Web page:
The UK Conformity Assessed (UKCA) mark is the new mandatory mark on a large number of manufactured goods to indicate that they conform to legislation enacted in Westminster for Britain (GB).
Businesses have until 1 January 2023 to start using UKCA marking which replaces EU marking.
On 20th June 2022, the then UK government announced that conformity assessment activities undertaken by EU bodies before the end of 2022 would be considered as the basis for UKCA marking in 2023.
That UK government announced that legislation on this would be brought forward before the end of 2022 to enable manufacturers to apply the UKCA mark on these products without the need for re-testing.
The purpose of this new legislation (if enacted) would be to allow CE marked products that are manufactured and imported into the UK by the end of 2022 to be sold, without the need to meet UKCA requirements. This would remove the current need for retesting and recertification for products that are imported whilst the UK recognised CE requirements.
The 20th June 2022 announcement also states the UK would continue to accept spares onto the GB market which comply with the same requirements that were in place at the time the original products or systems they were being used to repair, replace or maintain were placed on the market.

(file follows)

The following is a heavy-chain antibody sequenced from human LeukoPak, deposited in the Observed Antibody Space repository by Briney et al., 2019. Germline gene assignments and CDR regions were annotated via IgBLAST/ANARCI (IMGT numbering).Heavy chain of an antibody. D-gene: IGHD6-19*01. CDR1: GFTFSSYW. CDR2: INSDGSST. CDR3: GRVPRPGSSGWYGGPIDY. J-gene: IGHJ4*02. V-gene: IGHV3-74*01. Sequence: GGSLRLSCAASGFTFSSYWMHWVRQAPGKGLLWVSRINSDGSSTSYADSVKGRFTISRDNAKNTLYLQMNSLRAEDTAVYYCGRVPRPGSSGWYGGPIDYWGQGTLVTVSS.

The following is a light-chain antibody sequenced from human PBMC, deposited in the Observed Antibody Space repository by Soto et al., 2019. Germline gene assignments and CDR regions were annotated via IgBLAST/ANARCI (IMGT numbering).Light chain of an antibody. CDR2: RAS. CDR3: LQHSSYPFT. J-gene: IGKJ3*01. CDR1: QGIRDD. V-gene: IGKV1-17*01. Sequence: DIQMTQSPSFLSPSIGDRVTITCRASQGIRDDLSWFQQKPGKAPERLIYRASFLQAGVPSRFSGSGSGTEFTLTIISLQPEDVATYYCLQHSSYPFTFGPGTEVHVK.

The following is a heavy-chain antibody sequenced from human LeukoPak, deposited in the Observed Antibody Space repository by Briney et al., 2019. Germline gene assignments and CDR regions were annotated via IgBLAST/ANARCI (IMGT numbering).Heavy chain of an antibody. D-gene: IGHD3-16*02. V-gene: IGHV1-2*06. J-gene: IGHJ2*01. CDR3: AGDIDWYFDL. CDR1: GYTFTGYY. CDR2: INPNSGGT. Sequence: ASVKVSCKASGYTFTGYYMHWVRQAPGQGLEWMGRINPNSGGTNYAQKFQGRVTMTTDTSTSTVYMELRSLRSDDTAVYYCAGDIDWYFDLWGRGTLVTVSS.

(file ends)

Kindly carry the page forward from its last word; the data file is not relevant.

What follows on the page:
Legislation would also be brought forward to extend current labelling easements to allow important information and other UKCA markings to be added to products using a sticky label or an accompanying document.
In addition, the 20th June 2022 announcement states that manufacturers of construction products under AVCP system 3 – such as radiators, sealants and tile adhesives – whose products are tested by an EU notified body before 1 January 2023 would be able to obtain a UKCA mark without having to retest through a UK-approved body.
The 20th June 2022 announcement is here.
The business sectors that these measures apply to include:
• electrical and electronics
• equipment for explosive atmospheres
• gas appliances
• outdoor equipment
• personal protective equipment
• pressure equipment
• civil explosives
• recreational craft
There are different rules for:
• medical devices
• construction products
• transportable pressure equipment
• unmanned aircraft systems
• rail products
• marine equipment